The ancient Roman cities of Pompeii and Herculaneum and the surrounding areas were devastated towards the end of August 79 AD when Mount Vesuvius erupted. The volcanic eruption produced clouds of super heat gas, molten rock and hot ash that rained down on this region of Italy.
Some 1,812 years later, the destruction of Pompeii was recreated nightly starting on July 28 at the Scranton Driving Park in Scranton. The show, The Last Days of Pompeii, was presented by Pain’s Gorgeous Production. It featured some 350 performers and a realistic eruption of Vesuvius each evening that was powered by a massive fireworks display. Tickets for this spectacle ranged from good seats for 50 cents, reserved seats in the grand stand for 75 cents, a private box with six seats for $6 or $50 for the entire run of the show while in Scranton.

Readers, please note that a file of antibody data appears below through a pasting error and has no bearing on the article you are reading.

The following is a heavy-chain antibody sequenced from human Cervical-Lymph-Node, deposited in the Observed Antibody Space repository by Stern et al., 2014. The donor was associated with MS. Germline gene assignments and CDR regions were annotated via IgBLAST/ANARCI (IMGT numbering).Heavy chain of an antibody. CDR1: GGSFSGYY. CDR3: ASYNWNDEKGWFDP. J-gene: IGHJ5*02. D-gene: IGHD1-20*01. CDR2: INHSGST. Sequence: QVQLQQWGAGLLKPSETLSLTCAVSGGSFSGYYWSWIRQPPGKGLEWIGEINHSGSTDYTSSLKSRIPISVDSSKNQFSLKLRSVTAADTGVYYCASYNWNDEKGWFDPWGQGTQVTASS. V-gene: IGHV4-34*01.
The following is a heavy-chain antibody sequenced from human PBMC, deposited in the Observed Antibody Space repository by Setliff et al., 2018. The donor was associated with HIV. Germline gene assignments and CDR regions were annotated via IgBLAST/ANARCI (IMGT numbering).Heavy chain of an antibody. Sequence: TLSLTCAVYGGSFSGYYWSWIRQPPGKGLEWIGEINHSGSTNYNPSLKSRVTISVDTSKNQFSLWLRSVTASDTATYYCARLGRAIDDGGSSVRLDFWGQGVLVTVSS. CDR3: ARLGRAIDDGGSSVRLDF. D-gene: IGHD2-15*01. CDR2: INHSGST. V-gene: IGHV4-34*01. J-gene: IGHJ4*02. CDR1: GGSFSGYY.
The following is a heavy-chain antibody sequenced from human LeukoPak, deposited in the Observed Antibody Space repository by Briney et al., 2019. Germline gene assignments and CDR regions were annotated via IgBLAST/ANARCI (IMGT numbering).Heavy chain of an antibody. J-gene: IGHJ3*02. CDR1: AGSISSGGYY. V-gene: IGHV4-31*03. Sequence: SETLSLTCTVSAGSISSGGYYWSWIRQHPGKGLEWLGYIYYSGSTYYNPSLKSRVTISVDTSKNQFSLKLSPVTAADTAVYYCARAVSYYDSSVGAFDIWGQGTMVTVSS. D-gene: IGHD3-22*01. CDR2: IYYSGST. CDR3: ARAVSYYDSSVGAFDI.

The performance on August 7 lived up to the destruction depicted nightly. The fireworks from the show started a fire at the Driving Park. The fire destroyed numerous stables at the park and a nearby barn. Through the efforts of the performers, they stopped the flames from ignited the numerous barrels of black powder and fireworks by forming a bucket brigade.
Below is the account of the blaze from the pages of the August 8, 1891 edition of the Scranton Times. Despite the fire the show went at the Driving Park until August 22.
You can read more about the Scranton Driving Park and the city’s other early race tracks in this Sunday’s local history column by Erin Nissley.
Brian Fulton has been the librarian at The Times-Tribune for the past 15 years. On his blog, Historically Hip, he writes about the great concerts, plays/musicals and celebrity happenings that have taken place throughout NEPA. He is also the co-host of the local history podcast, Historically Hip. He competed and was crowned grand champion on an episode of NPR quiz show “Ask Me Another.” Contact: firstname.lastname@example.org; 570-348-9140; or @TTPagesPast